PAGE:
|The haunting image of a tall, bearded man bearing the marks of crucifixion that adorns the Turin shroud has been called one of the greatest religious hoaxes - one that has intrigued scientists and believers for decades.
Yesterday, the respected Institute of Physics in London renewed speculation about the revered object by announcing that a "ghostly image" had been discovered on the back.
The cloth has been hailed by some as the burial shroud of Christ but, in a milestone study 15 years ago, three teams concluded after carbon dating that it originated from between 1260 and 1390.
It led to the widespread conclusion that the shroud was a pious hoax created for the pilgrimage business.
Since then, believers have launched a counterattack on various fronts: clinging to the notion that the lack of a convincing explanation of the image suggests a miracle; questioning the carbon dating study by claiming that it sampled cloth that had been repaired later using medieval material; that carbon dating was confused by a burst of radiation released on the resurrection; or even that God created the shroud to look like a medieval forgery.
Those who have attempted to answer the vexed question of the shroud's origins have often found themselves accused of poor science, blinkered thinking or vested interests.
So it was brave of the institute to issue a statement yesterday that said: "Lying behind the known image of the bearded man bearing the marks of crucifixion, the new image has striking three-dimensional quality and matches in form, size and position the known face."
However, it does seem to require an act of faith to see the face in an image reproduced in the paper by Giulio Fanti, professor of mechanical and thermic measurements at Padua University.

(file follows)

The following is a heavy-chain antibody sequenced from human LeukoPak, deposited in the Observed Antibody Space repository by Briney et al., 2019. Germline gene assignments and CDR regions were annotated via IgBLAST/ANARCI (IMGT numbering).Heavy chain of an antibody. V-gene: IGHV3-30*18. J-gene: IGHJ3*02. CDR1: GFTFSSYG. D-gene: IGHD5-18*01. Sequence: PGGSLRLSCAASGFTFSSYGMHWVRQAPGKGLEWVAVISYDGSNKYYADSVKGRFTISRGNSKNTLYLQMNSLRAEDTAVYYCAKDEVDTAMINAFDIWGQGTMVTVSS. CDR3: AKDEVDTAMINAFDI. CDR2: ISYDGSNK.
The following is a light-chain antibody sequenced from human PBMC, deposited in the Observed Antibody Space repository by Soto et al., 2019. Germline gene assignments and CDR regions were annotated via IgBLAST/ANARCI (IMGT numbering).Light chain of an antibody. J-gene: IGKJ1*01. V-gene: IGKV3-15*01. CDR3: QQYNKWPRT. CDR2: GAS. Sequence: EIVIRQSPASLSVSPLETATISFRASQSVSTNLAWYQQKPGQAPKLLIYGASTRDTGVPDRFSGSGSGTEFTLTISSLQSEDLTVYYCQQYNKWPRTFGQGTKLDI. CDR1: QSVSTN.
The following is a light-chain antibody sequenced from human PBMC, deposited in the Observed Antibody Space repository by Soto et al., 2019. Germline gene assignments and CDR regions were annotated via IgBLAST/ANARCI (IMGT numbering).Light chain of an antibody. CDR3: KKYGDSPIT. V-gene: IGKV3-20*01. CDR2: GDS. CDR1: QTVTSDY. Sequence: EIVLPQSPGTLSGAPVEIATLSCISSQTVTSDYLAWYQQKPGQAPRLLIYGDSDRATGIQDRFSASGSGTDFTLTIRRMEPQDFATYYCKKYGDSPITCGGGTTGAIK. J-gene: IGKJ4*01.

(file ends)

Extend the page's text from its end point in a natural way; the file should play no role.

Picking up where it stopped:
When asked whether religious conviction would help see the face of Christ, a spokesman for the institute said, somewhat defensively: "As scientific publishers, my colleagues and I are worried that we might be connected with religious/metaphysical views that we do not hold."
The supposed image uses photographs taken during a restoration two years ago.
Hidden beneath a piece of Holland cloth that was sewn by nuns in 1534, after a fire had blackened parts of it, the reverse side of the shroud was fully scrutinised for the first time in 2002, when the 14ft linen was unstitched from the Holland cloth. The back surface of the shroud was photographed in detail.
"When I saw the pictures, I was caught by the perception of a faint image on the back surface of the shroud. I thought that perhaps there was more that wasn't visible to the naked eye," said Prof Fanti.
"Though the image is very faint, features such as nose, eyes, hair, beard and moustache are visible."
However, the enhancing procedure did not uncover the full body image as it appears on the front side.
The presence of a face on both sides of the shroud would seem an obvious feature: one idea, put forward by Prof Stephen Mattingly of the University of Texas Health Science Centre in San Antonio is that the image was created by bacteria that caused a stain in the cloth, so presumably it stained both sides to some extent.
But this is not the case for the shroud, said Prof Fanti. "On both sides, the face image is superficial, involving only the outermost linen fibres. There is nothing in the middle. It is extremely difficult to make a fake with this feature."
Difficult, but not impossible.